Enduring Legacies Native Case Studies

Tribe

Skokomish

New!Should Tribes Legalize Marijuana?

Author:Amber Seachord and Barbara Leigh Smith

Marijuana legalization has been gaining momentum in the United States in recent years, yet heated controversies continue to surround the issue. The central focus of this case is on the question of whether tribes should legalize marijuana.  The case begins by briefly describing the history of marijuana, what is known about its impact, and the changing policies at the state and federal level. It then discusses the various ways tribes are exploring the “opportunity,” the ways they might become involved in the marijuana business, and the pros and cons of various forms of tribal involvement.  

Native Fishing Practices and Oxygen Depletion in Hood Canal

Author:Cole, Robert S.

This case examines the contribution of dumping chum salmon carcasses into Hood Canal to the lowering of dissolved oxygen in the Canal. A report by the Puget Sound Action Team and the Hood Canal Coordinating Council studied the contribution of different factors to low dissolved oxygen levels in Hood Canal. This report presented the Skokomish Tribal Nation with a potential public relations issue regarding their traditional practices of dumping the chum salmon carcasses into the Canal. Students are challenged to discuss recommendations about what actions the Skokomish Nation should take based upon the findings of the report, upon issues of economic impact on tribal fishers, and upon issues of equity in addressing environmental problems.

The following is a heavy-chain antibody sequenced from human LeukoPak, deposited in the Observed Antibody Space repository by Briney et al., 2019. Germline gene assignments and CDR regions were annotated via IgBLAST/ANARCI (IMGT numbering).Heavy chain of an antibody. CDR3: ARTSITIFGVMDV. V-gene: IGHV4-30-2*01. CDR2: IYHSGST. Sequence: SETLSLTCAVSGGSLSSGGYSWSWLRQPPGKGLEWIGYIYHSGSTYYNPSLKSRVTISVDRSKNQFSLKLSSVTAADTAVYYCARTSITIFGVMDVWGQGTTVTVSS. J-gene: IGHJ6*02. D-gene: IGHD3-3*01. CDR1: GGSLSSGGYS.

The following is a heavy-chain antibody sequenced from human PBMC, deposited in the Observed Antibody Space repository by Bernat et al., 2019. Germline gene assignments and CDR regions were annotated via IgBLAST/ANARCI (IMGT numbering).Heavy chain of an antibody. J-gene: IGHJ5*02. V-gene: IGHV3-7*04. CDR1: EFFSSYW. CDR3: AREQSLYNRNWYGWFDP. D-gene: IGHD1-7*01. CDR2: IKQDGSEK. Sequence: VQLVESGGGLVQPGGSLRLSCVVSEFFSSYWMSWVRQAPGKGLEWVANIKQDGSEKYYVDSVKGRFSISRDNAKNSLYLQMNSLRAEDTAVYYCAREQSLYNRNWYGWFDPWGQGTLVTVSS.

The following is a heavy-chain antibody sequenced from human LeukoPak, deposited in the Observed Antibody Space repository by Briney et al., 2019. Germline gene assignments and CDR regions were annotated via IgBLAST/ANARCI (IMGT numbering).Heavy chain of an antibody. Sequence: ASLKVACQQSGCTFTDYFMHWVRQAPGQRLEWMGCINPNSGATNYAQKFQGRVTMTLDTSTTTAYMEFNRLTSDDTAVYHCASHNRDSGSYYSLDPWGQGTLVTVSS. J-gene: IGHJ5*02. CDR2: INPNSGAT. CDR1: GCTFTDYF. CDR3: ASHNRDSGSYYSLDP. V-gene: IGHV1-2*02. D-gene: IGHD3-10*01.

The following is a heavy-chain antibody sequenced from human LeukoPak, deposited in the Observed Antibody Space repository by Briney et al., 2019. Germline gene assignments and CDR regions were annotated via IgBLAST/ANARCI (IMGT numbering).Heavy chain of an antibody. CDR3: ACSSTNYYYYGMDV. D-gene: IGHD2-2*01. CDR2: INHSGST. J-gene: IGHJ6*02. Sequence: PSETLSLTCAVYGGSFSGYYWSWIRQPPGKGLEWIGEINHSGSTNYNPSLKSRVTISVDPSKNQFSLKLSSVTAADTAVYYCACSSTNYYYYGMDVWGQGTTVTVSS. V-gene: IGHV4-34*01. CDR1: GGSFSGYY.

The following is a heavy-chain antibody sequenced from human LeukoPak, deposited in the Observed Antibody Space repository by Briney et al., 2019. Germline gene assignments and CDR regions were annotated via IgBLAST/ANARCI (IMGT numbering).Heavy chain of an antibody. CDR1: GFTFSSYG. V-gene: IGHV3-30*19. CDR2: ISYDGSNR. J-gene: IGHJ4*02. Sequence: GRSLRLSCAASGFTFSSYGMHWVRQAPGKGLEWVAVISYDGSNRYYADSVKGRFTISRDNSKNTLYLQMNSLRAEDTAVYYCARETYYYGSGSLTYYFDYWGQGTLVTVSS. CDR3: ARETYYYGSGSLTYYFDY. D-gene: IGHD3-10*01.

Tribal Response to Climate Change and the Evolving Ecosystem of Hood Canal: Learning from the Past to Plan for the Future

Author:Brian Footen

Hood Canal is a fjord forming the western arm of Puget Sound, Washington. Climate change has had a major influence on Hood Canal and the original indigenous people. Currently another major climactic shift is taking place in the region. Humans are forced to respond to changes in the ecosystem they inhabit. This case explores the relationship of paleo, archaic and modern native people to the past and present evolving ecosystem of Hood Canal. Cultural and economic adaptation will require utilizing political tools to try and reduce the impacts to the environment as well as recognizing new natural resource based economic opportunities.

River Flow for Riparian Health

Author:Robert S. Cole

For more than eighty years the Skokomish Nation on Hood Canal in Washington State has been in dispute about the diversion of the North Fork of the Skokomish River for a hydroelectric project. The diversion of the North Fork’s flow left no water downstream, which negatively impacted the salmon population that the Skokomish had traditionally fished. The attempts to relicense the two dams on the North Fork resulted in a protracted legal struggle that is still ongoing. However, Tacoma Power (owner of the dams) agreed in March of 2008 to release a fraction of the water that they had been diverting, and agreed to release this water in a constant flow. The manner in which water is released from a dam on a river has a huge impact on the downstream health of the riparian system. This case will examine constant flow and variable flow options for release of water from dam on the North Fork of the Skokomish River. It is a case about making Tribal judgments based on scientific approaches.